He reached an academic position of influence as an agricultural economist serving as professor and department head for Economics Departments at the University of Arkansas, 1915-1918, and Iowa State College, 1918-1923. A chance for national exposure lured him to take charge of the agricultural studies for the Institute of Economics in Washington, D.C., from l923-27. He was named Director of the Economics Institute of the Brookings Institute When it was established in 1927.

    Nourse was deeply involved with the cooperative movement throughout his career. He helped establish the American Institute of Cooperation in 1925 and was called upon once again to breathe life into the organization following the lapse caused by World War II. His thinking was instrumental in many of the farm programs developed in the New Deal era.

    President Truman called upon his talents to serve as the first Chairman of the Council of Economic Advisers under the Employment Act of 1946.6

    Basic Proposition of Cooperative Yardstick School of Thought
    While he was head of the Agricultural Economics Department at Iowa State College he had the chance to study the problems of farmer cooperatives in depth. His outstanding publications soon gave him the stature as a cooperative marketing authority. His article published in the American Economic Review in December, 1922, "The Economic Philosophy of Cooperation," is considered a classic in cooperative enterprise theory. From it has developed the competitive yardstick school of thought.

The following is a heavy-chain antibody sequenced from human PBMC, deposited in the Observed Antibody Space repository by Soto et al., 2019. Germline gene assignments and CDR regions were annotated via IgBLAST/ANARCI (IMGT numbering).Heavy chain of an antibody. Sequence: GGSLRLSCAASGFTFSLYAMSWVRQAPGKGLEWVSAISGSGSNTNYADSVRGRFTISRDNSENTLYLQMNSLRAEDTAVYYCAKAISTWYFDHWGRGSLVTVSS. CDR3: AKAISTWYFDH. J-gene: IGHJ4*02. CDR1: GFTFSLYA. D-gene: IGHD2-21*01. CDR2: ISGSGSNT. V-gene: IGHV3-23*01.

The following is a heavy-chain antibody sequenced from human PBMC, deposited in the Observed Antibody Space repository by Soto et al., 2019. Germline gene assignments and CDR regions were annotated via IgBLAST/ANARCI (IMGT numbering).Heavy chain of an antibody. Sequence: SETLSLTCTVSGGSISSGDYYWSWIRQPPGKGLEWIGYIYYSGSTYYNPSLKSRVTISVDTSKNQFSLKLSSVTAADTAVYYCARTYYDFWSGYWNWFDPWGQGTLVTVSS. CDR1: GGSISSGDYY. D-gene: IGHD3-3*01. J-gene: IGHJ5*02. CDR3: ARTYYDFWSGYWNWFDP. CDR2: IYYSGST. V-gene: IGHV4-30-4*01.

The theory embraces at least eight distinct propositions. Let's examine each:7

6Joseph Knapp, Great American Cooperators, chapter by Orion Ulrey, pp. 366-378.
7Edwin G. Nourse, '-the Place of the Cooperative in Our National Economy," American Cooperation, 1942-1945 (Propositions adapted from pp. 33-39.)

1. Establish organizations with bottom-up democratic cooperative philosophy
    Nourse felt cooperatives should grow democratically from the ground up with a body of informed participating members. He could not subscribe to Sapiro's emphasis on monopoly power for he did not believe it was attainable on a voluntary basis even with iron-clad membership contracts. He warned that the technique of bottom-up development is slower and more difficult than any other business form, but once perfected outruns and outlasts the others.